Maxta claims its “software-defined storage solutions provide organisations the choice to deploy hyper-convergence on any x86 server, use any hypervisor, and any combination of storage devices”.

    Um, marketing alert, marketing alert. What Maxta seems to be saying is that customers (aka organisations) can deploy virtualised X86-based servers and attach any storage devices to them to create a hyperconverged system.

    Instead of a hyperconverged system being a single IT appliance-like entity bought with a single SKU, as with Nutanix and Simplivity (OmniStack) boxes, it’s now the result off an on-site integration exercise resulting in a scale-out cluster of software/server/storage/networking nodes.

    No networking switch is included but VMware vSphere Metro Storage Cluster is supported, providing the ability to replicate data across data centres and so provide protection against data centre failure.

  24. Tomi Engdahl says:
    How IT will evolve to photonics
    Professor Rod Tucker charts a course to the all-optical, low-energy future

    Replacing electronics with photonics will one day be an important way to run IT while consuming far less power than is the case today. But while that idea looks great on paper, the research is still young.

    The Internet’s voracious appetite for electricity needs some near-term solutions, so asThe Register followed-up the our piece on photonics we also spoke to Professor Rod Tucker of the University of Melbourne, director of both the Institute for a Broadband-Enabled Society and the Centre for Energy-Efficient Telecommunications.

    Why ‘slow light’ might just save the Internet
    Photonics lights a path to a high-speed, low-energy, Internet

  25. Tomi Engdahl says:
    Data-center upstart grabs Wozniak, jumps into virtual storage fight
    Primary Data launches at EMC and Quantum with ‘data hypervisor’

    A fresh startup called Primary Data reckons it will reinvent “file virtualization” for software-defined data centers – and thus take on EMC’s ViPR and Quantum’s StorNext.

    Primary Data, cofounded by David Flynn, made the boast as Apple cofounder Steve Wozniak announced he has left Fusion-io to join Flynn at Primary Data as chief scientist.

    Now Flynn and Woz are back on the same team – and Primary Data is emerging from stealth mode to reveal an outline of what it’s developing.

    Flynn, Primary Data’s CTO, said: “Data virtualization is the inevitable next step for enterprise architectures, as it seamlessly integrates existing infrastructure and the full spectrum of specialized capabilities provided by ultra-performance and ultra-capacity storage resources.”

    The technology defines a “data hypervisor” that hides all the storage hardware and software below a global file namespace. There are separate channels for sending and receiving data, and for controlling access to the stored data.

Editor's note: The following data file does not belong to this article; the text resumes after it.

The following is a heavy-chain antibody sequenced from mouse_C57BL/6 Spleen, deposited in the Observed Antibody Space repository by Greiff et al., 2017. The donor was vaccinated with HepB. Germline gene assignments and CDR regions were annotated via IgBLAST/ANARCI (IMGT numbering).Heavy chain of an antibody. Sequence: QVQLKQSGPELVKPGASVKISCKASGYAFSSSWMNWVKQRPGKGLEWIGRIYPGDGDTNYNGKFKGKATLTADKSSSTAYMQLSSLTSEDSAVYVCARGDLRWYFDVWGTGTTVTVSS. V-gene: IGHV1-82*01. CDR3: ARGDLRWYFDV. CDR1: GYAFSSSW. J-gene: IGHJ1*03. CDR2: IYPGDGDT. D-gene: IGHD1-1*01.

Admins can set policy definitions for placing and moving information, with rules reflecting storage performance, price and protection needs.

    The data hypervisor allows clients to dip into the storage systems in a protocol-agnostic way. Primary Data’s software does the hard work underneath to provision capacity and keep the bytes in line.

  26. Tomi Engdahl says:
    Qualcomm to Build ARM-Based Server Chips

    CEO Steve Mollenkopf gave few details, but Qualcomm will present a challenge to both smaller ARM server chip makers and dominant player Intel.
    Qualcomm, the world’s top mobile chip maker, is ready to get into the crowded ARM-based server chip business.

    At the company’s annual analyst day Nov. 19 in New York, CEO Steve Mollenkopf said company engineers have been working on the technology “for some time. Now we are going to have a big product that goes into the server.”

    - See more at:

  27. Tomi Engdahl says:
    Intel Merges Mobile, PC Divisions
    Promise of a big smartphone division fades

    In a move to streamline business and combat dismal mobile financial results, Intel will merge its mobile and PC divisions in early 2015.

    The Mobile and Communications Group reported a $1 billion operating loss in the third quarter of 2014, with a $1 million revenue drop year-over-year. The mobile chip group will join Intel’s profitable PC Client Group — which saw a 6% increase in revenue to $9.2 billion in the third quarter — under PC Group vice president Kirk Skaugen.

  28. Tomi Engdahl says:
    Firefox Signs Five-Year Deal With Yahoo, Drops Google as Default Search Engine

    Google’s 10-year run as Firefox’s default search engine is over. Yahoo wants more search traffic, and a deal with Mozilla will bring it. In a major departure for both Mozilla and Yahoo, Firefox’s default search engine is switching from Google to Yahoo in the United States.